It’s hard to overstate the importance of keeping your gut in peak condition. Food is your fuel, and the gut is responsible for breaking down this food and delivering nutrients to the bloodstream. Plus, up to 80% of your immune system is produced in the gut, along with approximately 95% of your body’s serotonin. A healthy gut helps your immune system and hormones function properly, leaving you less prone to illness and health complications.
Let’s dive a little deeper into gut health:
What is the gut?
From ingestion to elimination, the gut ensures the proper movement of food, converts food into energy and manages waste. There are a number of organs and structures that constitute the gut, all of which play a part in digestion:
- Salivary glands
- Small intestine
- Large intestine
What does “good gut health” mean?
The trillions of bacteria in your gut, known collectively as your gut microbiome, is crucial for your overall health. A healthy gut typically means that there are more good (helpful) bacteria than bad (potentially harmful) bacteria and yeast in your digestive system. Maintaining a balance of bacteria in the gut flora keeps your body’s systems running smoothly, protecting you from disease, processing food and nutrients and expelling waste. Good gut health can also lower your chance of obesity and heart disease.
What causes bad gut health?
Poor gut health is the result of an excess of harmful bacteria in the gut flora. An unhealthy gut may manifest as gastrointestinal symptoms, such as gas, bloating, constipation and diarrhea. Some of the most common factors that lead to poor gut health include:
- Long-term use of antibiotics and antacids killing the good bacteria that live in your gut. These medications also decrease B12 in the gut, which is crucial for cell production, brain function and energy. While antibiotics and antacids can help with certain conditions, it’s important to only use them as directed.
- Poor nutrition, like the excess consumption of processed foods and sugars, can harm the good bacteria in your gut, and even contribute to inflammation throughout the body.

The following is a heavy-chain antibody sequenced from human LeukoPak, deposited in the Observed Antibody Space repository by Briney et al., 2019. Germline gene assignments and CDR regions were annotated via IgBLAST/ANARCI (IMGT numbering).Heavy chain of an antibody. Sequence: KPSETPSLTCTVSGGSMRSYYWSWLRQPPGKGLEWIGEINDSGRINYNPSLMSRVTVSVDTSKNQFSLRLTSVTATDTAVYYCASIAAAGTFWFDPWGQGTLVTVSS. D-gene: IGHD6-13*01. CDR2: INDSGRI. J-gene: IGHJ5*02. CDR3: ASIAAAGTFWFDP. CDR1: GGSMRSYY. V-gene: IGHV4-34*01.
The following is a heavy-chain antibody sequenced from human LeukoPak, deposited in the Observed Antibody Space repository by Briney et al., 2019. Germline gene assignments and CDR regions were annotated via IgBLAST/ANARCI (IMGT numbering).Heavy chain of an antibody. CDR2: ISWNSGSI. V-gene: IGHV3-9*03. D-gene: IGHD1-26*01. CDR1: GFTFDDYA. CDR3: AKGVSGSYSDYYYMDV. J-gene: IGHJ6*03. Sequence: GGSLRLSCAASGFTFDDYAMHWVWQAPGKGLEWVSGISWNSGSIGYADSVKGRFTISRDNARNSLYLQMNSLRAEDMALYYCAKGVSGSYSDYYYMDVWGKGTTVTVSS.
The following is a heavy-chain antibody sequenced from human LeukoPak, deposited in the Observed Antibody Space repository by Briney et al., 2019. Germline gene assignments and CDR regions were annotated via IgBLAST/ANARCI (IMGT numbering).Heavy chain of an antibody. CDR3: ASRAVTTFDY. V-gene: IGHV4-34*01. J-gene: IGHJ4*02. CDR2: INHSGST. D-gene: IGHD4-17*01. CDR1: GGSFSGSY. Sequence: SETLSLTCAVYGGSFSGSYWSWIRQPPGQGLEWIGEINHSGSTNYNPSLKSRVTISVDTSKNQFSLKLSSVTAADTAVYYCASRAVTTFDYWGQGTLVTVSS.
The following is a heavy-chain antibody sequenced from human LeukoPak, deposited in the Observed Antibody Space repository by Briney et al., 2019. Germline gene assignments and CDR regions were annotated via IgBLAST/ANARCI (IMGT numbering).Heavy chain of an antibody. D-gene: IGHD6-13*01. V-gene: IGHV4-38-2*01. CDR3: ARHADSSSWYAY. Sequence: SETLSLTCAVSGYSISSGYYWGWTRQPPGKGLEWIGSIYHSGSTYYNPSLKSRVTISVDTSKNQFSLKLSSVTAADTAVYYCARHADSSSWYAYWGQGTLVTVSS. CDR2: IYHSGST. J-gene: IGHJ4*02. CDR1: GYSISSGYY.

- Travel may disrupt digestion as a result of time changes, altered eating schedules and impaired sleep.
- Food poisoning can affect the gut microbiome, disrupting the balance of bacteria and complicating digestion.
How can I improve my gut health?
Digestion plays a role in a variety of bodily functions, so it’s no surprise that good gut health helps keep your body in tip-top shape. Replenishing your gut microbiome might seem like a tall task, but your body will thank you for it — having a healthy gut comes with wide-ranging health benefits like improved skin, reduced stress levels, better sleep and balanced energy. To learn more about optimizing your gut health, be sure to sign up for our March Group Visit, The Pillars of Gut Health, taking place March 21 at 5:30p.m. to learn more!
In the meantime, here are some of the best ways to boost your gut health:
- Eat a diverse range of healthy food to develop a diverse gut microbiome
- Increase fiber intake by eating plenty of vegetables, legumes, beans and fruit
- Eat fermented foods like yogurt and kimchi to enhance microbiome function
- Eat prebiotic food to promote the growth of beneficial bacteria
- Increase your intake of whole grains to support good bacteria in the gut
- Consume probiotics to help improve microbiome function
Good gut health keeps your body running efficiently, protects you from a number of chronic diseases and can even boost your mood. Ready to boost your microbiome and live a healthier life? Call 303.327.7300 or request a consultation online today to get started.